Reducing oxygen is generally considered bad for the health. However, new research suggests that doing so for a short period of time may reset one’s circadian rhythm.
Most people have suffered from jet lag at some point in their lives. The cause of jet lag is simple: A disruption of the circadian rhythm. Curing jet lag is much more complex, often requiring days of slowly adjusting to a new sleep/wake cycle. However, new research in the field of chronobiology suggests that reducing oxygen for just a short period of time may reset the circadian rhythm and quickly cure jet lag as well as other circadian sleep disorders.
When Mice Get Jet Lag
While mice do not generally fly across time zones, they indeed can suffer from jet lag. Just as in humans, they can have changes in their environment like daylight savings time and the changing schedules of human caregivers. Like humans, the metabolism of mice, including how much oxygen they use, varies predictably over a 24-hour day.
The symptoms that jet-lagged mice get will sound familiar to any human who has had the disorder: fatigue, lower cognitive function and difficulty sleeping. However, when mice are given lower levels of oxygen in their air for a short period of time just before a large disruption to their circadian rhythm, they appear to adapt almost immediately with none of the side effects common to jet lag.
HIF1α and a Cell’s Oxygen Needs
Researchers quickly determined that HIF1α is the protein responsible for this response to low-oxygen environments. HIF1α is a protein that tells cells how to use oxygen and even how much to use. It also appears to be involved in a variety of other cell processes, many of which are oxygen-dependent. Mice that had the gene for this protein disabled did not respond to changes in oxygen levels with a reset circadian rhythm as fully-functional mice did.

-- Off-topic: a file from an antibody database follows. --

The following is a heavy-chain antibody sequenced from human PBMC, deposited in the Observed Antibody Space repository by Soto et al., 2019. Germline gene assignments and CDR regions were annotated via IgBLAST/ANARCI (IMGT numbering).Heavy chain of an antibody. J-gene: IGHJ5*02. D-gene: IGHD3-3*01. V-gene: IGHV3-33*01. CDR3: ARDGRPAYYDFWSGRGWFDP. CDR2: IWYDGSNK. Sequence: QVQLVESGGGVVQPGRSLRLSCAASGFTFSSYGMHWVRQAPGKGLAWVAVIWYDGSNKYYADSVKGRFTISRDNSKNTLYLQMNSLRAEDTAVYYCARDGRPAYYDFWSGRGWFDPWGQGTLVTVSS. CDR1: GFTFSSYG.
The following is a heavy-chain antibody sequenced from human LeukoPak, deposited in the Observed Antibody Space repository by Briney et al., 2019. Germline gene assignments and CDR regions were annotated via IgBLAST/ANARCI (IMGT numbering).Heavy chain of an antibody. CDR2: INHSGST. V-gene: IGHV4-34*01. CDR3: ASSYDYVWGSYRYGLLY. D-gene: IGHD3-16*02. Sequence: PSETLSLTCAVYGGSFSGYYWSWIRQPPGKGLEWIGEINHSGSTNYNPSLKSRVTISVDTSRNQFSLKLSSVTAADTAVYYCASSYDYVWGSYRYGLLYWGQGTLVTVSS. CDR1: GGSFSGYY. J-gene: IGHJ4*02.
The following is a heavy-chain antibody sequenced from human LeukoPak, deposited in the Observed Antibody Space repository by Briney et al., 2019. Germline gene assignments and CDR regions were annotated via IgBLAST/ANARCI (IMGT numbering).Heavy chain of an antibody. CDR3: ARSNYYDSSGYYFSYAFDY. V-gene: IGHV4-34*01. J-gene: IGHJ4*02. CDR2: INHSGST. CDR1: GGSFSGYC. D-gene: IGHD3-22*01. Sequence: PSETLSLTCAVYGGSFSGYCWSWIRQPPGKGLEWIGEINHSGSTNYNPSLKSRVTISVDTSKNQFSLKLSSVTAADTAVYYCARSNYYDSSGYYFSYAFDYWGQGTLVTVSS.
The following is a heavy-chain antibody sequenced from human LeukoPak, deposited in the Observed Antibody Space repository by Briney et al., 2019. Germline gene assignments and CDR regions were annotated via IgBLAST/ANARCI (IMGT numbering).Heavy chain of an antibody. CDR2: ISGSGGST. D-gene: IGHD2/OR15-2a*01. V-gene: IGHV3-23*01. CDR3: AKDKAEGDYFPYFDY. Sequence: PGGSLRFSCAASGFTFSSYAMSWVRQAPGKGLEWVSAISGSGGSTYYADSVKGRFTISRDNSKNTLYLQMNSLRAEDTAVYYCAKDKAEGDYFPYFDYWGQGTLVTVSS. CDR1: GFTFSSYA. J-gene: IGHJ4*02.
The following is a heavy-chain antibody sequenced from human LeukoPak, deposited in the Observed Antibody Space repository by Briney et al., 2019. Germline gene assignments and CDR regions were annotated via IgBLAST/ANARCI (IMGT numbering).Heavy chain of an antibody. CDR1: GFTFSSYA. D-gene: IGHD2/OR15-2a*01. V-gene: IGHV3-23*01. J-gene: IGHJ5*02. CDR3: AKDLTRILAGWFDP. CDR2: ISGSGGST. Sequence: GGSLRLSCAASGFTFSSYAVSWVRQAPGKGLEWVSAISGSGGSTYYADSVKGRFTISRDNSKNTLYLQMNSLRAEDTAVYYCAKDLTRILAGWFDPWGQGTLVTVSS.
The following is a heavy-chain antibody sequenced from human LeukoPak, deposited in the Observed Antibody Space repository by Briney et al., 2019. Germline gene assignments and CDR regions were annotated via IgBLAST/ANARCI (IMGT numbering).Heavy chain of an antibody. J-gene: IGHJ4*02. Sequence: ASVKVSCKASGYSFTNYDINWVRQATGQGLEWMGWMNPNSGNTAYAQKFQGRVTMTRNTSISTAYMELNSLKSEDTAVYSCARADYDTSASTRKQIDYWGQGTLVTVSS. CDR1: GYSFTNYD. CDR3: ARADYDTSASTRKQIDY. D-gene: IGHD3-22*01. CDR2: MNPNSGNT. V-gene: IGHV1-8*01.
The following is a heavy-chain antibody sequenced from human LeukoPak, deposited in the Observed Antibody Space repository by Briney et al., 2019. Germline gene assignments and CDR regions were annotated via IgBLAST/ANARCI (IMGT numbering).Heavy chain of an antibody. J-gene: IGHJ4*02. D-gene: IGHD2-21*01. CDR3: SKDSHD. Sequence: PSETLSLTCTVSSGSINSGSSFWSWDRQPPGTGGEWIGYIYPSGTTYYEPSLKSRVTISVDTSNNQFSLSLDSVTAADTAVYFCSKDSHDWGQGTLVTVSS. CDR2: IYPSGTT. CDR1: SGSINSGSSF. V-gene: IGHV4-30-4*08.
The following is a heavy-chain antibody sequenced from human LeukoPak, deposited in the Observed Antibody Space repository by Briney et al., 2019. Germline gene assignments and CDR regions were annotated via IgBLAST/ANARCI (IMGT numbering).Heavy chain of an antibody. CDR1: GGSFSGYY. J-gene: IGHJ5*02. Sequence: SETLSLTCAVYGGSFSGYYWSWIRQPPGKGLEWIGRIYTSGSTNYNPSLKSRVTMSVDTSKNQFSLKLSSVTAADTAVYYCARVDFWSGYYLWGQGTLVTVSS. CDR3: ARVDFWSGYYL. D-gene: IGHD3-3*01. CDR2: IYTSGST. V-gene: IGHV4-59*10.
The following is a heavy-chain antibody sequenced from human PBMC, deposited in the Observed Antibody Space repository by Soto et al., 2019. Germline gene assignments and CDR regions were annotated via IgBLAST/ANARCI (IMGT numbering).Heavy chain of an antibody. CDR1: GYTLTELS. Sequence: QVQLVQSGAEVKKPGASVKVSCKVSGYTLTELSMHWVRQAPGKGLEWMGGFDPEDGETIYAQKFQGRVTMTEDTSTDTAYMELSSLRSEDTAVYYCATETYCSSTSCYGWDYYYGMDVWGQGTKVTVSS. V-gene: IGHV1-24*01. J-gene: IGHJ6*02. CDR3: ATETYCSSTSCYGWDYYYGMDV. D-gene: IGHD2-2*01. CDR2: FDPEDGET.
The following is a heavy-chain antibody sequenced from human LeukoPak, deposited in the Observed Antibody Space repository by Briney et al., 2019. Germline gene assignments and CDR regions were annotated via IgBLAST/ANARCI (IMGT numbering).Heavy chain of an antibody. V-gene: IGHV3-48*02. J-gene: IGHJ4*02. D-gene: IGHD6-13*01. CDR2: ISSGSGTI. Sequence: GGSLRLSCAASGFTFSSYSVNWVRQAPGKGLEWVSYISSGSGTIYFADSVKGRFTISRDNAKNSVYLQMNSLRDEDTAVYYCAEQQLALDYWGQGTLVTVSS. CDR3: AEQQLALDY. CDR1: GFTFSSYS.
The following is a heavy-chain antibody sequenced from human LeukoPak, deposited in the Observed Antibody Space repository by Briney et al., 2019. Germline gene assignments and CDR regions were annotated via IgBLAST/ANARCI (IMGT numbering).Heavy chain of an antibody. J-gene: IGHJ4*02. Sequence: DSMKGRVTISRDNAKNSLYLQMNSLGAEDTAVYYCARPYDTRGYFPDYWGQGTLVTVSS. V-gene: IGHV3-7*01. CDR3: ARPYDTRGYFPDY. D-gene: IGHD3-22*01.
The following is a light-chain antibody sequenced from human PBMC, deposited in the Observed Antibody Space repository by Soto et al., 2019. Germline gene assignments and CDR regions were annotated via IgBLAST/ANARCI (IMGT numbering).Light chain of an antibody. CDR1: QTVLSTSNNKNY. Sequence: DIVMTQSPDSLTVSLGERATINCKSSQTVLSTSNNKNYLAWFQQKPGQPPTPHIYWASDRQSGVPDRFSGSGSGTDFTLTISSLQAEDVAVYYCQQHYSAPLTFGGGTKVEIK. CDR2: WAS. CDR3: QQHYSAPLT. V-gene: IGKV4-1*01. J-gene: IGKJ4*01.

Could Low Oxygen Levels Reset Circadian Rhythm in Humans?
Human lives are generally more complex than those of mice. We have a variety of circadian rhythm complaints, from jet lag to the problems of shift work. A disrupted circadian rhythm has been linked to diseases ranging from type 2 diabetes to heart disease. In addition, jet lag can cause discomfort as people must spend days adjusting to changes similar to adjusting to changes in work schedule and even daylight savings time.
Because people also have this protein, this may have huge implications for human health. People may be able to strap on a face mask and breath low oxygen air for just a few minutes, not long enough to cause health problems, and thus reset their circadian rhythm.
Don’t Try This at Home
While the research is promising, it is important not to attempt this as a home remedy. Low oxygen can be dangerous unless it is carefully timed and planned. Until scientists develop a way to make this both safe and accessible to the public, people should stick to remedies proven to be useful such as melatonin, light therapy and other safe ways to reset one’s circadian rhythm.